Another very visible network service is your mail server. The mail server, of course, is responsible for getting your emails sent to you on the inside and, of course, responsible for sending this information out to other locations. This is usually managed by either your ISP or, if you’re managing this internally in your organization, your IT department is responsible for the mail server. This is usually one of the most important services you have running. It usually has a 24×7 uptime requirement, and it’s one that, when the mail server goes down, everybody is aware of that particular problem.
In the enterprise, you’re accessing many different resources simultaneously. You may be accessing a web server, a file server, you may be connecting in via a virtual private network, and in each of these cases, you need to be able to authenticate yourself to these services. That’s why it’s common in the enterprise to have an authentication server, where you can have a centralized set of credentials that you can use to access any of these resources.
If you’re at home or a very small organization, there may not be a requirement for a centralized authentication server, but once you get to have a number of different resources it makes sense to centralize all of your authentication to one place on the network. These are also a set of redundant services. That’s because it’s important that you have access to the other resources on your network. And, if you’re connecting in through a VPN and you need access to a file server, you want to be sure there’s an authentication server available to authenticate you and then provide you with that access.
Many of the exploits that come into our environment are coming across the network. That’s why it’s important to have a device that’s going to look for these types of exploits, and we can do that with a Network-based Intrusion Detection System or Intrusion Prevention System. Our IDS and IPS services are going to be looking for some very specific intrusion types. For example, there may be some known vulnerabilities in an operating system that someone is trying to exploit, or there may be vulnerabilities in an application that someone’s trying to take advantage of. Of course, these IPS and IDS systems can also look for much broader problems, such as buffer overflows, cross-site scripting, SQL injections, and much more.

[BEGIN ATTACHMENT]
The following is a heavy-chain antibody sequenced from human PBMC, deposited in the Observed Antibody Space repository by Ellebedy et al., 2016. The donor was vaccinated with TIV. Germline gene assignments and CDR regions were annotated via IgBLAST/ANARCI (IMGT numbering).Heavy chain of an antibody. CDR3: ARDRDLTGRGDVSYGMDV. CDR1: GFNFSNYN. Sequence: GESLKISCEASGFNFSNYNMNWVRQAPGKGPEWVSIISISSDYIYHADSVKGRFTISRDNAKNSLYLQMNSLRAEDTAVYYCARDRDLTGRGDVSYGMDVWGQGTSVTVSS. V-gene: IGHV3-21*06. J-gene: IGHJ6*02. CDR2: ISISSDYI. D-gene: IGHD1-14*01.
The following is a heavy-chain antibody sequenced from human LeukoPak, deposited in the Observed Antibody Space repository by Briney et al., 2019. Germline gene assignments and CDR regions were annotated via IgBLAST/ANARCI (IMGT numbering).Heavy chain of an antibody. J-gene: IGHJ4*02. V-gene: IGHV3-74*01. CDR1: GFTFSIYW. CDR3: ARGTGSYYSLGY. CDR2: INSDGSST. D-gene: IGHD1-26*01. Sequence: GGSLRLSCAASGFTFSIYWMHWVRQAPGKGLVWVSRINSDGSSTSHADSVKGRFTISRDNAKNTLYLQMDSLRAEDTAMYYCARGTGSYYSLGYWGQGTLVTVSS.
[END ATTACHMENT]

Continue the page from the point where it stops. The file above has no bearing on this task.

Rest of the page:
If you’re running an IDS, or an Intrusion Detection System, then you’re able to identify one of these intrusions and provide an alarm or an alert, but because you’re just detecting it, you’re not able to stop that intrusion. If you’d like to stop it, you need to use an IPS– the P is for Prevention– and when the IPS identifies a vulnerability that may be coming through the network, it can stop that traffic before it gets on the inside.
When it comes to security, you may have a single device providing the security rather than many separate devices. You’ll sometimes see these referred to as next-generation firewalls, Unified Threat Management devices, or UTM devices, or web security gateways. It’s not uncommon to see these single devices providing many different services– for example, URL filtering or content inspection. They may be inspecting for malware that’s going in and out of the network. It may be checking your email to see if there’s spam coming into your environment. This may also be your entry point from your wide area network, and it may have the WAN hardware you need as a CSU/DSU to connect to the rest of the network.
This could also be routing traffic and switching traffic. There may be a built-in firewall in this device. It’s not unusual to also see an IDS or IPS functionality also built into these all-in-one security appliances. And you might even see bandwidth shapers, VPN endpoints so that you can have all of these different services in a single piece of hardware.
We certainly have a lot of new technology in our data center, but we also have a lot of older systems that continue to run year after year. These legacy systems may be running some software that’s very important to our organization, but because they’re older systems, it may be more difficult to find people that know how to manage these devices. It’s not uncommon, in many environments, that you maintain a group of people that not only know how to run the new systems, but are also very familiar with these older legacy systems.
You probably also have a number of devices in your infrastructure that, at first glance, don’t look like a traditional server, but they are systems that are running operating systems, and they’re also very important to keep running. These embedded systems are usually purpose-built devices, usually don’t have direct access to the operating system or the ability to manage this device. An example of some of these embedded systems might be the alarm system you’re using in your environment. Maybe it’s the card system you use to get in and out of doors inside of your building. Or maybe it’s the timecard system used by hourly workers to clock in and clock out of work.
Category: CompTIA A+ 220-902